From 2006’s ‘On Top of the World’ – a song written for Martin’s mother who passed away when he was 16 – or 2009’s ‘Go’ – written for a friend during a difficult time in their life – that authenticity has long sat at the centre of Boys Like Girls. Sparking fans around the world to forge a deep connection with their music, ‘SUNDAY AT FOXWOODS’ pays tribute to everyone who has made the band’s journey possible.
“That’s what ‘The Outside’ is about. It shares a lot of DNA with ‘The Great Escape’ because it’s about the same three guys,” Martin explains.
“I have these three best friends from high school. We have matching tattoos, and we call ourselves ‘The Three Amigos’. We spend Christmases together, and we’re in a fantasy football league together. We met 24 years ago, and it’s a beautiful friendship. It’s nice to throw back to high school, but it’s a long time ago… It’s not like I’m still mad at the jocks. I’m 38, I have a kid, so I’m over it. At this point, it’s more of a celebration of identity and keeping your old friends close, because they’re important.”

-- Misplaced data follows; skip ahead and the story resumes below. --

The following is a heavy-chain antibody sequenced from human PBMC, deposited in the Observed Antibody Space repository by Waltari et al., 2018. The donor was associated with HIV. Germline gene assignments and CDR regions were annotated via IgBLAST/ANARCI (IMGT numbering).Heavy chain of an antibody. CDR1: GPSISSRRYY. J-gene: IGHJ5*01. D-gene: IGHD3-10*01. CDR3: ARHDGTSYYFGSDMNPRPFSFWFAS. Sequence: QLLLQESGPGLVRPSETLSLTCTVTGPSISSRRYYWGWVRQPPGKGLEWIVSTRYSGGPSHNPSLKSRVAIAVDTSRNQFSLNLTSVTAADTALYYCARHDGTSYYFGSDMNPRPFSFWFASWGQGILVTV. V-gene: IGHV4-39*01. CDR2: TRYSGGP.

THE TITLE & THE ARTWORK
“We all grew up in the Boston area of New England. Foxwoods is a casino in Connecticut where your trashy grandma or aunt who lives in Massachusetts would go… An image came to my mind that felt like gambling on a Sunday. You’re on the East Coast in this isolated casino, and it feels like the dark shadow over Boston. It’s less of a nod to the casino itself and more of a nod to where we grew up.”
A reference to the place where everything began for the band, when it came to defining the visual elements to match the dark title of their new chapter, Boys Like Girls found themselves swimming in unfamiliar waters.
Releasing their debut album at a time where fans would download music online and burn it onto blank CDs without ever seeing the artwork, 17 years later they had a whole new aspect of their campaign to carefully consider.